Foreign Banks policies in China: 3 important changes
Foreign Banks policies in China: 3 important changes
Published on January 22, 2015
Generally speaking the bank businesses are all with high benefit. According to Report on China Banking Industry 2015-2019, calculating on 3% interest margin, only the loan item automatically adds 800-900 billion RMB to the profit annually in Chinese banking market. Under normal circumstances, banking is definitely one of the most lucrative industry in business. Banks in China have high potential in improving self-quality and operational management efficiency and a lot of foreign banks have entered China market in order to get part of the “cake”.
On December 22 2014, the State Council announced the modification of Regulation of the People's Republic of China on the Administration of Foreign-funded Banks（中华人民共和国外资银行管理条例2014修订）(hereinafter referred to as the “New Regulation”) which will ease market access for foreign banks in a move to further open up the domestic banking sector. The new regulation will come into effective on January 1 2015. According to this new regulation, China will widen the opening-up of its financial sector by relaxing control over market access for foreign-funded banks.
Development of the presence of foreign banks in China
From 1979 to 1997
Foreign banks trickled into after China began its economic reforms in 1978 with Den Xiao Ping policies. A group of foreign banks set up representative offices in Beijing and concentrated most of their commercial activities in special economic zones (mostly in Shenzhen, a special economic zone next to Hong Kong). However, extensive capital investment was nearly impossible and the banks remained relatively passive as Chinese government debated the scale and scope of financial politics.
From 1998 to 2001
Because of the Asian financial crisis in 1997, foreign banks spent this period readjusting their development strategies. Market of foreign banks gradually diminished during this period due to China’s sluggish trade and the financial crisis fallout. In response, the People’s Bank of China (the central bank of China) lowered its benchmark interest rates nine times to help spur demand. These measures reduced the funding advantage of foreign banks and squeezed foreign exchange loans on expectation of heightened valuation.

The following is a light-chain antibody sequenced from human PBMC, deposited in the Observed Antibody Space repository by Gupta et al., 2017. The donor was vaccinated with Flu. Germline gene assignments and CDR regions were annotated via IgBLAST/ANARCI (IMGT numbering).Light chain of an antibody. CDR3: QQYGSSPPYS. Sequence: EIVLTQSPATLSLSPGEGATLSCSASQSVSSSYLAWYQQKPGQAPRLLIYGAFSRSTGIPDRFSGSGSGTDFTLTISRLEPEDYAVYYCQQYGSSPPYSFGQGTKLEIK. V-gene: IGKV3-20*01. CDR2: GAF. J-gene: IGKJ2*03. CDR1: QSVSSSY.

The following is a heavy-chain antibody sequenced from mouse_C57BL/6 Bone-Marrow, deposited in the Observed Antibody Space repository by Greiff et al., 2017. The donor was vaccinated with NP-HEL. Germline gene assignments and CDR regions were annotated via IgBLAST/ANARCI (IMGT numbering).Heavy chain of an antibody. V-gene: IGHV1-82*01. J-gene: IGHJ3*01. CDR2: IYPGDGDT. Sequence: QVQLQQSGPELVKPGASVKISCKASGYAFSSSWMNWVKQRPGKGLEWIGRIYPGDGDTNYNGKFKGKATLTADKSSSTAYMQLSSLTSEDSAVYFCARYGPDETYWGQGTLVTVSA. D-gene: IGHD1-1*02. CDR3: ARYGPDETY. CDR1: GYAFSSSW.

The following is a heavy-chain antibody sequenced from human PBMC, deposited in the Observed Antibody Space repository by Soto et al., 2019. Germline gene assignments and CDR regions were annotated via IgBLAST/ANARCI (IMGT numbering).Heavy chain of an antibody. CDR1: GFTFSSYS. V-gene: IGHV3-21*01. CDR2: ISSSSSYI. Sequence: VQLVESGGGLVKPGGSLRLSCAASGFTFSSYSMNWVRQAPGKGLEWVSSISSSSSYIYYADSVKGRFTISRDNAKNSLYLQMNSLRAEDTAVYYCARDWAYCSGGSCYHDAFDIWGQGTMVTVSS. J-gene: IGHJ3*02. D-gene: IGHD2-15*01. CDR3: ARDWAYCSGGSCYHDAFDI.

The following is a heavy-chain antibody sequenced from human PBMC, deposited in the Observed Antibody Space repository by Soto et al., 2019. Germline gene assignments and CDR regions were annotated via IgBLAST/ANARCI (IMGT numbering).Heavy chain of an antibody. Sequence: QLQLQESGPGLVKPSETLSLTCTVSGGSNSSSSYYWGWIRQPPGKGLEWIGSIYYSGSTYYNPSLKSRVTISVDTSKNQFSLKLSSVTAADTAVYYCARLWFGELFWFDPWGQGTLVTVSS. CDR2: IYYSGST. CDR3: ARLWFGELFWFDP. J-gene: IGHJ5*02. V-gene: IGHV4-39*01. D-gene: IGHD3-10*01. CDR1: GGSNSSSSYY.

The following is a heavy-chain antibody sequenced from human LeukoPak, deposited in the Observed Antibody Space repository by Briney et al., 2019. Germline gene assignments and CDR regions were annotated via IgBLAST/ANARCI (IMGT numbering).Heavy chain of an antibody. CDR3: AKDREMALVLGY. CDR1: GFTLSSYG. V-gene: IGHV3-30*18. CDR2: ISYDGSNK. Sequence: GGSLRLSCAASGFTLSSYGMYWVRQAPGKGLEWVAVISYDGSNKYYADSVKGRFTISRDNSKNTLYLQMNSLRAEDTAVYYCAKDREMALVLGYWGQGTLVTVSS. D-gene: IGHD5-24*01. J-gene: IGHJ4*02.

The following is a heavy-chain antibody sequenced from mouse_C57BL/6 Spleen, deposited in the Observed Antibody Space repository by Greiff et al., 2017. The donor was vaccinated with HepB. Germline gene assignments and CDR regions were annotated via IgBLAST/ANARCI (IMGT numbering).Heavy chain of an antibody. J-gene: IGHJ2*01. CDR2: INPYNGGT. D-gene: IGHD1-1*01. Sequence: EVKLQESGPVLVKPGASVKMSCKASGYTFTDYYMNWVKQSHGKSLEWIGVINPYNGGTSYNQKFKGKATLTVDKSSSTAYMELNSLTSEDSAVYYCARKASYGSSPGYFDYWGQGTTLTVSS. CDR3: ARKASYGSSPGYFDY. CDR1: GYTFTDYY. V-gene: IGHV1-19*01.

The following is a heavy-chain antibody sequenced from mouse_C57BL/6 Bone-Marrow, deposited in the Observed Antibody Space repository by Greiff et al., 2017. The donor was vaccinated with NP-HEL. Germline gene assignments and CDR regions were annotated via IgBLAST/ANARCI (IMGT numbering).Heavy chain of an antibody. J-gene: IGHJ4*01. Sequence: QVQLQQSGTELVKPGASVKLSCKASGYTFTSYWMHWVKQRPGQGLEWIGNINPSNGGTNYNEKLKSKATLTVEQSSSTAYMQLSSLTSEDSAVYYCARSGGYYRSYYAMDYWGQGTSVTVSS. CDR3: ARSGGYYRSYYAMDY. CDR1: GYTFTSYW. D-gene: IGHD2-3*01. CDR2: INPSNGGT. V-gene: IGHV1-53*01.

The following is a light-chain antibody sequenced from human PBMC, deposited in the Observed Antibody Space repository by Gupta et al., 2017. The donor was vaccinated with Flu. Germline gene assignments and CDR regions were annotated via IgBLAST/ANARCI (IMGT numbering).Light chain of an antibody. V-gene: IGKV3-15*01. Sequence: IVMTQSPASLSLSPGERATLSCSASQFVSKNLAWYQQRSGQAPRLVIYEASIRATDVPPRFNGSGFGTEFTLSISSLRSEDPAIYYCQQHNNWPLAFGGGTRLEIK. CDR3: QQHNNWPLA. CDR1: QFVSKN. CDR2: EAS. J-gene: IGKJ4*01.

From 2002 to present
Since China joined the WTO in 2001, it promised to permit foreign banks to do business in RMB and the foreign financial institutions established in China from 2001to 2013 increased from 190 to more than 400. State Council also issued Regulation of the People's Republic of China on the Administration of Foreign-funded Banks（中华人民共和国外资银行管理条例）(hereinafter referred as the “regulation”) in December 2006 which foreign banks granted the right to offer services both in RMB and foreign currencies throughout China and before 2006, RMB dominated services were limited to major cities and from only select branches. Such revisions helps foreign banks bridge the use of RMB in China and their home countries, increase the number of financial institutions using the currency, and spur the offshore RMB market
The assets of foreign banks amounted to 2.56 trillion RMB, accounting for only 1.7 percent of the total assets of 151.4 trillion RMB in the Chinese banking sector at the end of 2013. In December 2014, the modification of the regulation further opens Chinese market for foreign banks.
Modification introduced by the New Regulation
1. Remove the minimum amount of non-callable allocation
According to ART 8 of the previous regulations issued in 2006, when a wholly foreign-funded bank or a Chinese-foreign joint venture bank establishes a branch in China, the branch shall receive from its parent bank a non-callable allocation of no less than 100 million RMB or an equivalent amount in convertible currencies as its operating capital. That requirement on the amount of non-callable allocation of operating capital has been removed from the ART 8 of the new regulations.
Previously, branches of foreign-funded banks in China had narrow channels to replenish their capital from retained profits or capital injection by their parent banks. Capital injection is related to foreign direct investment and needs approval from multiple government departments, including the China Banking Regulatory Commission, the State Administration of Foreign Exchange and the Ministry of Commerce.